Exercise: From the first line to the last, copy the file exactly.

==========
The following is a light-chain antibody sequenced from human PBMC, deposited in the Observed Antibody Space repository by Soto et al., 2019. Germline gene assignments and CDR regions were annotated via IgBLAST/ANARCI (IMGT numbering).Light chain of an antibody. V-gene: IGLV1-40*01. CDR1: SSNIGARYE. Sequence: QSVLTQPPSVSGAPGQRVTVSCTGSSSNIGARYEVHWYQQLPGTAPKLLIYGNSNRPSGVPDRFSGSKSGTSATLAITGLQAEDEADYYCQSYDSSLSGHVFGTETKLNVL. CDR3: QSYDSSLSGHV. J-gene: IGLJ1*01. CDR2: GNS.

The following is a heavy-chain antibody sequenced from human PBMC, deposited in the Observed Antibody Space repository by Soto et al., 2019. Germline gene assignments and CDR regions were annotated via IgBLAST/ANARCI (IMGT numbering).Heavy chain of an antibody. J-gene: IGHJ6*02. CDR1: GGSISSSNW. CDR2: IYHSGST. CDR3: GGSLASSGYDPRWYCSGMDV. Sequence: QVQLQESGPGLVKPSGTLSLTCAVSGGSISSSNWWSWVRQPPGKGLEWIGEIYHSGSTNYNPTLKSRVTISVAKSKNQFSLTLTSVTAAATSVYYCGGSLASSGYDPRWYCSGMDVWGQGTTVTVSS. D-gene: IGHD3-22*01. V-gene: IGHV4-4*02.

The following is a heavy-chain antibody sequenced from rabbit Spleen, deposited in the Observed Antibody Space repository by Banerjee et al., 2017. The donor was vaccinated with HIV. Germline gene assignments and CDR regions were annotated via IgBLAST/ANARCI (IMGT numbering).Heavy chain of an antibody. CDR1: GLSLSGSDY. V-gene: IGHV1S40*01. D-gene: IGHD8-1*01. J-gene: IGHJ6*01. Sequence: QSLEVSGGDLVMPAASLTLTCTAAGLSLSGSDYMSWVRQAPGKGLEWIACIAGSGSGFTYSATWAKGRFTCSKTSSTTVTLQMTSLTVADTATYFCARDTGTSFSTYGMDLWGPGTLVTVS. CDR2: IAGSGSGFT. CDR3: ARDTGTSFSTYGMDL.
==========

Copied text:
The following is a light-chain antibody sequenced from human PBMC, deposited in the Observed Antibody Space repository by Soto et al., 2019. Germline gene assignments and CDR regions were annotated via IgBLAST/ANARCI (IMGT numbering).Light chain of an antibody. V-gene: IGLV1-40*01. CDR1: SSNIGARYE. Sequence: QSVLTQPPSVSGAPGQRVTVSCTGSSSNIGARYEVHWYQQLPGTAPKLLIYGNSNRPSGVPDRFSGSKSGTSATLAITGLQAEDEADYYCQSYDSSLSGHVFGTETKLNVL. CDR3: QSYDSSLSGHV. J-gene: IGLJ1*01. CDR2: GNS.

The following is a heavy-chain antibody sequenced from human PBMC, deposited in the Observed Antibody Space repository by Soto et al., 2019. Germline gene assignments and CDR regions were annotated via IgBLAST/ANARCI (IMGT numbering).Heavy chain of an antibody. J-gene: IGHJ6*02. CDR1: GGSISSSNW. CDR2: IYHSGST. CDR3: GGSLASSGYDPRWYCSGMDV. Sequence: QVQLQESGPGLVKPSGTLSLTCAVSGGSISSSNWWSWVRQPPGKGLEWIGEIYHSGSTNYNPTLKSRVTISVAKSKNQFSLTLTSVTAAATSVYYCGGSLASSGYDPRWYCSGMDVWGQGTTVTVSS. D-gene: IGHD3-22*01. V-gene: IGHV4-4*02.

The following is a heavy-chain antibody sequenced from rabbit Spleen, deposited in the Observed Antibody Space repository by Banerjee et al., 2017. The donor was vaccinated with HIV. Germline gene assignments and CDR regions were annotated via IgBLAST/ANARCI (IMGT numbering).Heavy chain of an antibody. CDR1: GLSLSGSDY. V-gene: IGHV1S40*01. D-gene: IGHD8-1*01. J-gene: IGHJ6*01. Sequence: QSLEVSGGDLVMPAASLTLTCTAAGLSLSGSDYMSWVRQAPGKGLEWIACIAGSGSGFTYSATWAKGRFTCSKTSSTTVTLQMTSLTVADTATYFCARDTGTSFSTYGMDLWGPGTLVTVS. CDR2: IAGSGSGFT. CDR3: ARDTGTSFSTYGMDL.